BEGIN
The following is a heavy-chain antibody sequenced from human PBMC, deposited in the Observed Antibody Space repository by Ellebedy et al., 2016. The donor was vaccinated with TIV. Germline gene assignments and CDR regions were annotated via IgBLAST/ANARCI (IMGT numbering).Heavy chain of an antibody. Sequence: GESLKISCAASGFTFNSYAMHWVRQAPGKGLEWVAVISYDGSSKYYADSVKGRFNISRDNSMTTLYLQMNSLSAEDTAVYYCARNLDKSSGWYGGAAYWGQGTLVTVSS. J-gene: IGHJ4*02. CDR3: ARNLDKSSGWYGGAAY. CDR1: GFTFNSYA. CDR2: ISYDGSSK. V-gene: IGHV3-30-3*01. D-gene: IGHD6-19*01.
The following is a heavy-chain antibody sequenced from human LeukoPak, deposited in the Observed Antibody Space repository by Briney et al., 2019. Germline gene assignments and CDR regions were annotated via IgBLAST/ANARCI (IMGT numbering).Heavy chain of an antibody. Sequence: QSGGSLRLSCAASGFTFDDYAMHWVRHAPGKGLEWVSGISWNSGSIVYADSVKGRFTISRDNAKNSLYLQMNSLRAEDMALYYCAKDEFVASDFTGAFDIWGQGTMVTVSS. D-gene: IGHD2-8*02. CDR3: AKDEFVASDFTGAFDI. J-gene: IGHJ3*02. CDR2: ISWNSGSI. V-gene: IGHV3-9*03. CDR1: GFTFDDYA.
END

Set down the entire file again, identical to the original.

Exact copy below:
The following is a heavy-chain antibody sequenced from human PBMC, deposited in the Observed Antibody Space repository by Ellebedy et al., 2016. The donor was vaccinated with TIV. Germline gene assignments and CDR regions were annotated via IgBLAST/ANARCI (IMGT numbering).Heavy chain of an antibody. Sequence: GESLKISCAASGFTFNSYAMHWVRQAPGKGLEWVAVISYDGSSKYYADSVKGRFNISRDNSMTTLYLQMNSLSAEDTAVYYCARNLDKSSGWYGGAAYWGQGTLVTVSS. J-gene: IGHJ4*02. CDR3: ARNLDKSSGWYGGAAY. CDR1: GFTFNSYA. CDR2: ISYDGSSK. V-gene: IGHV3-30-3*01. D-gene: IGHD6-19*01.
The following is a heavy-chain antibody sequenced from human LeukoPak, deposited in the Observed Antibody Space repository by Briney et al., 2019. Germline gene assignments and CDR regions were annotated via IgBLAST/ANARCI (IMGT numbering).Heavy chain of an antibody. Sequence: QSGGSLRLSCAASGFTFDDYAMHWVRHAPGKGLEWVSGISWNSGSIVYADSVKGRFTISRDNAKNSLYLQMNSLRAEDMALYYCAKDEFVASDFTGAFDIWGQGTMVTVSS. D-gene: IGHD2-8*02. CDR3: AKDEFVASDFTGAFDI. J-gene: IGHJ3*02. CDR2: ISWNSGSI. V-gene: IGHV3-9*03. CDR1: GFTFDDYA.